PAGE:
6. The Callan-Symanzik equation :

The Callan-Symanzik equation is a vital first-principles equation from 1970, essential for describing how naive expectations will fail in a quantum world,” said theoretical physicist Matt Strassler of Rutgers University.

The equation has numerous applications, including allowing physicists to estimate the mass and size of the proton and neutron, which make up the nuclei of atoms.

Basic physics tells us that the gravitational force, and the electrical force, between two objects is proportional to the inverse of the distance between them squared. On a simple level, the same is true for the strong nuclear force that binds protons and neutrons together to form the nuclei of atoms, and that binds quarks together to form protons and neutrons. However, tiny quantum fluctuations can slightly alter a force’s dependence on distance, which has dramatic consequences for the strong nuclear force.It prevents this force from decreasing at long distances, and causes it to trap quarks and to combine them to form the protons and neutrons of our world,” Strassler said. “What the Callan-Symanzik equation does is relate this dramatic and difficult-to-calculate effect, important when [the distance] is roughly the size of a proton, to more subtle but easier-to-calculate effects that can be measured when [the distance] is much smaller than a proton.

5. Chaos Theory :

This equation is May’s logistic map. It describes a process evolving through time – xt+1, the level of some quantity x in the next time period – is given by the formula on the right, and it depends on x t, the level of x right now. k is a chosen constant. For certain values of k, the map shows chaotic behavior: if we start at some particular initial value of x, the process will evolve one way, but if we start at another initial value, even one very very close to the first value, the process will evolve a completely different way.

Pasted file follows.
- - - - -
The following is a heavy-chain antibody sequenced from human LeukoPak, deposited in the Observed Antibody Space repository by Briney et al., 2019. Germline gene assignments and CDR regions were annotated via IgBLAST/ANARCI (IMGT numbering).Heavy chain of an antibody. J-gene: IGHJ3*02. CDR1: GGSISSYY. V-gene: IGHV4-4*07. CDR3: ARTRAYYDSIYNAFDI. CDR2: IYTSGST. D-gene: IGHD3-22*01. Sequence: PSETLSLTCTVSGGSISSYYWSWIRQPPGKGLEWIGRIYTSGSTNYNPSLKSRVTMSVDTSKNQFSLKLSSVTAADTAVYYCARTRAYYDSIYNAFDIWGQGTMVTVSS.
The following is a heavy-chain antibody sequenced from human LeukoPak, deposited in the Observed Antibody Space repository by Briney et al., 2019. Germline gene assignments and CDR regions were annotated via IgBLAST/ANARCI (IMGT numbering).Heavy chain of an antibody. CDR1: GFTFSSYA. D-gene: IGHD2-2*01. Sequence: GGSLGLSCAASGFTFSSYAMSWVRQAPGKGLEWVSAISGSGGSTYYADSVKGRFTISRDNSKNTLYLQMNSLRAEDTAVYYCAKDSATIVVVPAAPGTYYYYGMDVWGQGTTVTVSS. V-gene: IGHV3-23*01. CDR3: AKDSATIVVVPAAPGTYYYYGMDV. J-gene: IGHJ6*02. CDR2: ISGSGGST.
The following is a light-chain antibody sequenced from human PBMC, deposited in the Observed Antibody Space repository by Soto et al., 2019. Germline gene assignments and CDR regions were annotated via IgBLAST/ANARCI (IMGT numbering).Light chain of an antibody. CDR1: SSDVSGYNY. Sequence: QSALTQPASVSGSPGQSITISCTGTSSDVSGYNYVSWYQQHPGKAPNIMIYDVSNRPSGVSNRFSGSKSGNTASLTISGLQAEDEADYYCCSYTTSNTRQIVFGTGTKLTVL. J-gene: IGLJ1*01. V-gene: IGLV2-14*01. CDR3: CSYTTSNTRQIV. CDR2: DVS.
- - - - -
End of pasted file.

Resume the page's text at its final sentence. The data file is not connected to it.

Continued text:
We see chaotic behavior – behavior sensitive to initial conditions – like this in many areas. Weather is a classic example – a small change in atmospheric conditions on one day can lead to completely different weather systems a few days later, most commonly captured in the idea of a butterfly flapping its wings on one continent causing a hurricane on another continent.

4. Maxwell’s Equations:

This set of four differential equations describes the behavior of and relationship between electricity (E) and magnetism (H).Maxwell’s equations are to classical electromagnetism as Newton’s laws of motion and law of universal gravitation are to classical mechanics – they are the foundation of our explanation of how electromagnetism works on a day to day scale. As we will see, however, modern physics relies on a quantum mechanical explanation of electromagnetism, and it is now clear that these elegant equations are just an approximation that works well on human scales.